The following are excerpts from a conversation between businessman John Machuzick and Jeff Prouty at The Prouty Project. It’s part of an occasional opinion series on BringMeTheNews, in partnership with Prouty, featuring insights from business leaders.
John Machuzick recently retired as president of Brands on the Go, a division of General Mills. The Prouty Project heard rave reviews about Machuzick as a leader from many folks in the world of General Mills. Humble, entrepreneurial, and courageous were a few of the adjectives. During Machuzick's nine-year run as president, he took a turnaround situation in 2003 to win the Eagle – General Mills’ top divisional award – four years in a row.
Prouty: How did you get your start?
Machuzick: I played baseball for St. Joseph’s University in Philadelphia, with visions of playing in the big leagues someday. My hitting was not quite good enough to make it into the “bigs,” so I headed to General Mills, in a sales position, right out of college. That was the beginning of an exciting 35-year career.
At age 29, I was fortunate to become the youngest Regional Manager in the history of the company, when I took a promotion to head up the Southern California sales region. It was an underperforming region, but our team turned it around with a simple straightforward mantra: “Focus, talk to customers, and make things happen.” And along the way, I got my MBA at Pepperdine.
In the early 90s, I was invited to come to headquarters to lead consumer food sales strategic planning. As someone said to me, “Strategic planning? Strategic planning and sales aren’t usually used in the same sentence.” I immersed myself in the opportunity, taking five people offsite for five days to think strategically.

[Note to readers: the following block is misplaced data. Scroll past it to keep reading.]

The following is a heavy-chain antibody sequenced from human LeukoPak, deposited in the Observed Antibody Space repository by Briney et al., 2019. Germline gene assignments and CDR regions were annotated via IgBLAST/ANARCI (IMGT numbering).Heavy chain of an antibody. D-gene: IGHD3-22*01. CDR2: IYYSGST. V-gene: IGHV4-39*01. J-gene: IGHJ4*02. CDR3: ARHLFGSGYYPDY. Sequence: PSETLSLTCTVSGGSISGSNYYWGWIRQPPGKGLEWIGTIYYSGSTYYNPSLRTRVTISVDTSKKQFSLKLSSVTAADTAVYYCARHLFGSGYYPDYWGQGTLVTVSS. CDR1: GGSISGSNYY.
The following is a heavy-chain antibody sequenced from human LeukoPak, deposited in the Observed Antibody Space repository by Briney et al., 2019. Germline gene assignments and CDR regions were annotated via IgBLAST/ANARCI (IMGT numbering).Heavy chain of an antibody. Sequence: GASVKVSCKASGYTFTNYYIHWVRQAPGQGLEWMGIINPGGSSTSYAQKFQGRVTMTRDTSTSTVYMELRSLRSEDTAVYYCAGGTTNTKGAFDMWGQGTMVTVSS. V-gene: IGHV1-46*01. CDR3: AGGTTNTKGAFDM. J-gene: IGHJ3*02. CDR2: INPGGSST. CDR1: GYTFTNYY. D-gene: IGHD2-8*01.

The outcome of the offsite: A new business unit, centralized customer solutions, which ramped up quickly. We hired 120 people in the first 90 days and revolutionized the General Mills service advantage with customers.
Prouty: You were known for building great cultures within the divisions, what was your biggest challenge and win through it all?
Machuzick: At the age of 45, I was asked to lead the $1.8 billion bakeries and food service division.
This division, with pieces of General Mills and Pillsbury matched together, was laced with challenge and opportunity. The Pillsbury segment was built on lots of acquisitions. The General Mills culture, built around teamwork, clashed initially head on with Pillsbury’s culture, which was built around autonomy. I said, “Game on.”
The culture scores in the division were poor – only 40 percent positive. The plants were running at low utilization. There was no unifying vision for the division, which encompassed 5,500 products, 40 different categories and 35 plants. One of the General Mills vice chairmen simply told me, “Fix it.”
My early thinking was we needed some new players on the leadership team, we needed a vision, and it was going to take some time, so be patient.
I took my new team offsite, shared my point of view, and said, “Let’s just sit and talk about it, with no agenda.” (A “wallow,” as Jack Welch used to call it.) People started admitting the challenges in the division. Ultimately, the team created its “Plan to win,” building on the concepts of stabilize, fix, win, thrive.